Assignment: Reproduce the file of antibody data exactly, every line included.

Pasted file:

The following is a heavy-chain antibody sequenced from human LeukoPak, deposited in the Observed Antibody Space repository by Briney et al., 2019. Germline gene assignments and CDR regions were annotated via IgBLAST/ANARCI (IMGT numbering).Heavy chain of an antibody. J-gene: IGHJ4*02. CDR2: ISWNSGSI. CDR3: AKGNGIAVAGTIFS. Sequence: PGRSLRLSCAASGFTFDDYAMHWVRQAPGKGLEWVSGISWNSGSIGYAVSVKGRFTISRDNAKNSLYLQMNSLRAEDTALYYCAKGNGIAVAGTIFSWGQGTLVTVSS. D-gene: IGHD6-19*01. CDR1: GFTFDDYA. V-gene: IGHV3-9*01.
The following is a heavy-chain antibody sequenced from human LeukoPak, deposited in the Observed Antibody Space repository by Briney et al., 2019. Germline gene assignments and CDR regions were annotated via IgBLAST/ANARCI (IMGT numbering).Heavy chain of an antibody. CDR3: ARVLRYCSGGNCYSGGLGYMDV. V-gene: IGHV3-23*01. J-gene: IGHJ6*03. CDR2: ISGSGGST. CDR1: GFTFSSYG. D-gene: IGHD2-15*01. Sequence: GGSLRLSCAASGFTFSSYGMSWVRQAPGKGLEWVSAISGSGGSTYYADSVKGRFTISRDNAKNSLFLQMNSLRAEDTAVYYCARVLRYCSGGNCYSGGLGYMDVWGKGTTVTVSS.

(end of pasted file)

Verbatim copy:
The following is a heavy-chain antibody sequenced from human LeukoPak, deposited in the Observed Antibody Space repository by Briney et al., 2019. Germline gene assignments and CDR regions were annotated via IgBLAST/ANARCI (IMGT numbering).Heavy chain of an antibody. J-gene: IGHJ4*02. CDR2: ISWNSGSI. CDR3: AKGNGIAVAGTIFS. Sequence: PGRSLRLSCAASGFTFDDYAMHWVRQAPGKGLEWVSGISWNSGSIGYAVSVKGRFTISRDNAKNSLYLQMNSLRAEDTALYYCAKGNGIAVAGTIFSWGQGTLVTVSS. D-gene: IGHD6-19*01. CDR1: GFTFDDYA. V-gene: IGHV3-9*01.
The following is a heavy-chain antibody sequenced from human LeukoPak, deposited in the Observed Antibody Space repository by Briney et al., 2019. Germline gene assignments and CDR regions were annotated via IgBLAST/ANARCI (IMGT numbering).Heavy chain of an antibody. CDR3: ARVLRYCSGGNCYSGGLGYMDV. V-gene: IGHV3-23*01. J-gene: IGHJ6*03. CDR2: ISGSGGST. CDR1: GFTFSSYG. D-gene: IGHD2-15*01. Sequence: GGSLRLSCAASGFTFSSYGMSWVRQAPGKGLEWVSAISGSGGSTYYADSVKGRFTISRDNAKNSLFLQMNSLRAEDTAVYYCARVLRYCSGGNCYSGGLGYMDVWGKGTTVTVSS.